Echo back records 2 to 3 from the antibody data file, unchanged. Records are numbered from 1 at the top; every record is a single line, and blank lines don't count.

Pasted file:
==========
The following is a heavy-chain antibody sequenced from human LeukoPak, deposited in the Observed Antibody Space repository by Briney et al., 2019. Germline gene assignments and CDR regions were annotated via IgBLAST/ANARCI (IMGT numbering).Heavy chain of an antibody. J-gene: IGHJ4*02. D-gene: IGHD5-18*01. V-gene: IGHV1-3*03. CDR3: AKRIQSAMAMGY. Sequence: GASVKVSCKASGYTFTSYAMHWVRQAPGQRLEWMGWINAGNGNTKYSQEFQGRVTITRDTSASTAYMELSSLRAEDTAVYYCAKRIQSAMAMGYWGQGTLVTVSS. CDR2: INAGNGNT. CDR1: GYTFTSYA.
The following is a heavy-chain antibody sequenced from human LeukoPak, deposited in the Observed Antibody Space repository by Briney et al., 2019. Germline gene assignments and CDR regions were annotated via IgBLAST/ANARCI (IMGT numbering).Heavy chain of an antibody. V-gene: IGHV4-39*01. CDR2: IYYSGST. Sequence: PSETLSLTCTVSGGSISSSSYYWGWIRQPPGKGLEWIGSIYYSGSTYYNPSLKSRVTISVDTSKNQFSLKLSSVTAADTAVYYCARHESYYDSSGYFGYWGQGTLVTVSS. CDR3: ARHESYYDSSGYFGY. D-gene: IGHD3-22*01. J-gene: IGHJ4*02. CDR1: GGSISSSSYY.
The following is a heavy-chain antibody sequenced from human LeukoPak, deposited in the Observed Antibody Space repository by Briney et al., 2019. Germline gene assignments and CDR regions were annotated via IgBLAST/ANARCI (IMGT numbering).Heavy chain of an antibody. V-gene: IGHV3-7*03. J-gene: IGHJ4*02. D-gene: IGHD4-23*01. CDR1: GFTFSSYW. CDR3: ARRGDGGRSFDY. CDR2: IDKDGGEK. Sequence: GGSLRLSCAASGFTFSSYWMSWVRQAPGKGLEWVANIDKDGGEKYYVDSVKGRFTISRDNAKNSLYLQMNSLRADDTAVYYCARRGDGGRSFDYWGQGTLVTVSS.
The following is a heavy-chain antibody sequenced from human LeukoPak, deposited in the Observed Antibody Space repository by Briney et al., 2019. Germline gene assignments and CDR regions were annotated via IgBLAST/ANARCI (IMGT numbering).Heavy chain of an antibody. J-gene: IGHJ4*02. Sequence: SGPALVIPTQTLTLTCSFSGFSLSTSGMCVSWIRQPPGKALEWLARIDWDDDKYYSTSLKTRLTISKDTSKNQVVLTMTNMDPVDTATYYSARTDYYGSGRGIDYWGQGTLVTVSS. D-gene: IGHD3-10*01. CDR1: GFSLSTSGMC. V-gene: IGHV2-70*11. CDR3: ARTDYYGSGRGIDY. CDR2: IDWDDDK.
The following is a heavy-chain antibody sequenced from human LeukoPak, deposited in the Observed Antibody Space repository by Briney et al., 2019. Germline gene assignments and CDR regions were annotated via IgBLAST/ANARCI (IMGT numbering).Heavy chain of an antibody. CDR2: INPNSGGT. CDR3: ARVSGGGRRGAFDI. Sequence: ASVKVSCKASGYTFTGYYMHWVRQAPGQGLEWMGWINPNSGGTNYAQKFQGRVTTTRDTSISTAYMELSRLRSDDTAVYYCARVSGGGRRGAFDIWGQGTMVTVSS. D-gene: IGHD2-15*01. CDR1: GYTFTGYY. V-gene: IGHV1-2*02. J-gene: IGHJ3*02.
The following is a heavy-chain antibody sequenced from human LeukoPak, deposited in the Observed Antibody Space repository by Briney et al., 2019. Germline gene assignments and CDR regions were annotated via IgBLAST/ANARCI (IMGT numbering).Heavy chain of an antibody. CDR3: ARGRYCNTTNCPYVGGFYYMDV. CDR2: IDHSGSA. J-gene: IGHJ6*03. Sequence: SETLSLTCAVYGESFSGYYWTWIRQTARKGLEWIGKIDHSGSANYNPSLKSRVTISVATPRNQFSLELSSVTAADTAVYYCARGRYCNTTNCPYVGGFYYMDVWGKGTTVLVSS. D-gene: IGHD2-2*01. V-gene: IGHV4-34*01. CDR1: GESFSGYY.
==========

The following is a heavy-chain antibody sequenced from human LeukoPak, deposited in the Observed Antibody Space repository by Briney et al., 2019. Germline gene assignments and CDR regions were annotated via IgBLAST/ANARCI (IMGT numbering).Heavy chain of an antibody. V-gene: IGHV4-39*01. CDR2: IYYSGST. Sequence: PSETLSLTCTVSGGSISSSSYYWGWIRQPPGKGLEWIGSIYYSGSTYYNPSLKSRVTISVDTSKNQFSLKLSSVTAADTAVYYCARHESYYDSSGYFGYWGQGTLVTVSS. CDR3: ARHESYYDSSGYFGY. D-gene: IGHD3-22*01. J-gene: IGHJ4*02. CDR1: GGSISSSSYY.
The following is a heavy-chain antibody sequenced from human LeukoPak, deposited in the Observed Antibody Space repository by Briney et al., 2019. Germline gene assignments and CDR regions were annotated via IgBLAST/ANARCI (IMGT numbering).Heavy chain of an antibody. V-gene: IGHV3-7*03. J-gene: IGHJ4*02. D-gene: IGHD4-23*01. CDR1: GFTFSSYW. CDR3: ARRGDGGRSFDY. CDR2: IDKDGGEK. Sequence: GGSLRLSCAASGFTFSSYWMSWVRQAPGKGLEWVANIDKDGGEKYYVDSVKGRFTISRDNAKNSLYLQMNSLRADDTAVYYCARRGDGGRSFDYWGQGTLVTVSS.